### Learning Objectives

- (6.4.1) – Define solutions to a linear inequality in two variables
- (6.4.2) – Graphing the solution set to a linear inequality in two variables
- (6.4.3) – Graph a system of linear inequalities and define the solutions region
- (6.4.4) – Determine whether a point is a solution to a system of inequalities
- (6.4.5) – Identify when a system of inequalities has no solution
- (6.4.6) – Applications of systems of linear inequalities

# (6.4.1) – Define solutions to a linear inequality in two variables

Previously we learned to solve inequalities with only one variable. We will now learn about inequalities containing two variables. In particular we will look at **linear inequalities** in two variables which are very similar to linear equations in two variables.

Linear inequalities in two variables have many applications. If you ran a business, for example, you would want your revenue to be greater than your costs—so that your business made a profit.

### Linear Inequality in Two Variables

A **linear inequality **in two variables is an inequality that can be written in one of the following forms:

[latex]Ax+By < 0[/latex] [latex]Ax+By>0[/latex] [latex]Ax+By \leq 0[/latex] [latex]Ax+By \geq 0[/latex]

where [latex]A[/latex] and [latex]B[/latex] are not both zero.

Recall that an inequality with one variable had many solutions. For example, the solution to the inequality [latex]x > 3[/latex] is any number greater than 3. We showed this on the number line by shading in the number line to the right of 3, and putting an open parenthesis at 3.

Similarly, linear inequalities in two variables have many solutions. Any ordered pair [latex](x,y)[/latex] that makes an inequality true when we substitute in the values is a solution to a linear inequality.

### Solution to a linear inequality in two variables

An ordered pair [latex](x,y)[/latex] is a **solution to a linear inequality** if the inequality is true when we substitute the values of [latex]x[/latex] and [latex]y[/latex].

### ExAMPLE

Determine whether each ordered pair is a solution to the inequality [latex]y>x+4[/latex].

a)[latex](0,0)[/latex]

b)[latex](1,6)[/latex]

#### Solution Sets of Inequalities

The graph below shows the region of values that makes the inequality [latex]3x+2y\leq6[/latex] true (shaded red), the boundary line [latex]3x+2y=6[/latex], as well as a handful of ordered pairs. The boundary line is solid because points on the boundary line [latex]3x+2y=6[/latex] will make the inequality [latex]3x+2y\leq6[/latex] true.

You can substitute the [latex]x[/latex]– and [latex]y[/latex]*–*values in each of the [latex](x,y)[/latex] ordered pairs into the inequality to find solutions. Sometimes making a table of values makes sense for more complicated inequalities.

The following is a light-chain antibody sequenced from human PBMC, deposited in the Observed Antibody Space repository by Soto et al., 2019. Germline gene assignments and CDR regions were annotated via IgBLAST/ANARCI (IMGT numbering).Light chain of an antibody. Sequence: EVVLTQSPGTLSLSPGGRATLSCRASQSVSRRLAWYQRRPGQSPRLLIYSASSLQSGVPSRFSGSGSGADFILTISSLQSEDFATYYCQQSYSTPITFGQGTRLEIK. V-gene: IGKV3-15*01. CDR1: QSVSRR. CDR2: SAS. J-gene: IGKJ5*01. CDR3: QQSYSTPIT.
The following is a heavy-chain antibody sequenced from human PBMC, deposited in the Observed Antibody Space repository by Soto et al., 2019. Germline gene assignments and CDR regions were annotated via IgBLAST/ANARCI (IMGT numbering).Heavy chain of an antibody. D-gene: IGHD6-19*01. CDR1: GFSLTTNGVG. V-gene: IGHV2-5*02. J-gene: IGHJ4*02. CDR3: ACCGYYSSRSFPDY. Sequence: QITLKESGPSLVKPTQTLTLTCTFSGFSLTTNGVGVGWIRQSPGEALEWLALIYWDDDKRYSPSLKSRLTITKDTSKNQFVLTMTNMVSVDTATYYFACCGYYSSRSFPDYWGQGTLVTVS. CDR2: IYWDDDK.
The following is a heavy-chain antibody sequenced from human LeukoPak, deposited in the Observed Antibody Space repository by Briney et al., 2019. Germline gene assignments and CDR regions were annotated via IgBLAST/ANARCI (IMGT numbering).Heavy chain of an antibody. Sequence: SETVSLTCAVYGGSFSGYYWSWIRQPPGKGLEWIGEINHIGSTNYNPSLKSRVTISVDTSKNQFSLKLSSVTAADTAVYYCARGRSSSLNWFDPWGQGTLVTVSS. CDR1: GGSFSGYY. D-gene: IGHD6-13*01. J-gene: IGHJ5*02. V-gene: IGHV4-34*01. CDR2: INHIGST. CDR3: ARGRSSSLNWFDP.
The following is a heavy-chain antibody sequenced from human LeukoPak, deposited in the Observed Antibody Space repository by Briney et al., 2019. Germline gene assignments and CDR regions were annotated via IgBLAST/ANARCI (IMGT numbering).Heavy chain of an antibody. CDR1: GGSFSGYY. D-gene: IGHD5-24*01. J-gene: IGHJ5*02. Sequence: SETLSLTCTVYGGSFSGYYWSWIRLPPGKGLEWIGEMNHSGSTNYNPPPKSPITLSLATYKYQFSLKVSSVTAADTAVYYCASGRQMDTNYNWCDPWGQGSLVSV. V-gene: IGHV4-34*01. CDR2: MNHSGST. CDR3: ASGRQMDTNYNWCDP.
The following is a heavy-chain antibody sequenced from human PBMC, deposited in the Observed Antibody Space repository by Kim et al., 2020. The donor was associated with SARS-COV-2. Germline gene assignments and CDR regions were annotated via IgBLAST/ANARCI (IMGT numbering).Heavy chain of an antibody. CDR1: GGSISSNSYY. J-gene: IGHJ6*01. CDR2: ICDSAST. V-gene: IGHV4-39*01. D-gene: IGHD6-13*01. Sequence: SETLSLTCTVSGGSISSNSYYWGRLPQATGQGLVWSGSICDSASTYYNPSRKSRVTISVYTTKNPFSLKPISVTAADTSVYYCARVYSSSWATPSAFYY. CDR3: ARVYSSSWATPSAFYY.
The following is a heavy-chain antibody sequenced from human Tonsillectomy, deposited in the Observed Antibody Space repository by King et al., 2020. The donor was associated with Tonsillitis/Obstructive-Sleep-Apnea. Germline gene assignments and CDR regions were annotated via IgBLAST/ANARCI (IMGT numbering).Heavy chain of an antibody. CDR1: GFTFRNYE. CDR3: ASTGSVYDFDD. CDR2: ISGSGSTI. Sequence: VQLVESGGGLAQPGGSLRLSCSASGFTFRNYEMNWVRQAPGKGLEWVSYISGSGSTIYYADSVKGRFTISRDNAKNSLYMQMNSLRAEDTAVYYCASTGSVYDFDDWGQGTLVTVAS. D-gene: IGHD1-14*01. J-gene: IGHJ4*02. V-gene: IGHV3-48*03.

Ordered Pair | Makes the inequality
[latex]3x+2y\leq6[/latex] a true statement |
Makes the inequality
[latex]3x+2y\leq6[/latex] a false statement |
---|---|---|

[latex](−5, 5)[/latex] | [latex]\begin{array}{r}3\left(−5\right)+2\left(5\right)\leq6\\−15+10\leq6\\−5\leq6\end{array}[/latex] | |

[latex](−2,−2)[/latex] | [latex]\begin{array}{r}3\left(−2\right)+2\left(–2\right)\leq6\\−6+\left(−4\right)\leq6\\–10\leq6\end{array}[/latex] | |

[latex](2,3)[/latex] | [latex]\begin{array}{r}3\left(2\right)+2\left(3\right)\leq6\\6+6\leq6\\12\leq6\end{array}[/latex] | |

[latex](2,0)[/latex] | [latex]\begin{array}{r}3\left(2\right)+2\left(0\right)\leq6\\6+0\leq6\\6\leq6\end{array}[/latex] | |

[latex](4,−1)[/latex] | [latex]\begin{array}{r}3\left(4\right)+2\left(−1\right)\leq6\\12+\left(−2\right)\leq6\\10\leq6\end{array}[/latex] |

If substituting [latex](x,y)[/latex] into the inequality yields a true statement, then the ordered pair is a solution to the inequality, and the point will be plotted within the shaded region or the point will be part of a solid boundary line. A false statement means that the ordered pair is not a solution, and the point will graph outside the shaded region, or the point will be part of a dotted boundary line.

### Example

Use the graph to determine which ordered pairs plotted below are solutions of the inequality [latex]x–y<3[/latex].

The following video show an example of determining whether an ordered pair is a solution to an inequality.

### Example

Is [latex](2,−3)[/latex] a solution of the inequality [latex]y<−3x+1[/latex]?

The following video shows another example of determining whether an ordered pair is a solution to an inequality.

# (6.4.2) – Graphing the solution set to a linear inequality in two variables

So how do you get from the algebraic form of an inequality, like [latex]y>3x+1[/latex], to a graph of that inequality? Plotting inequalities is fairly straightforward if you follow a couple steps.

### Graphing Inequalities

To graph an inequality:

- Graph the related boundary line. Replace the <, >, ≤ or ≥ sign in the inequality with = to find the equation of the boundary line.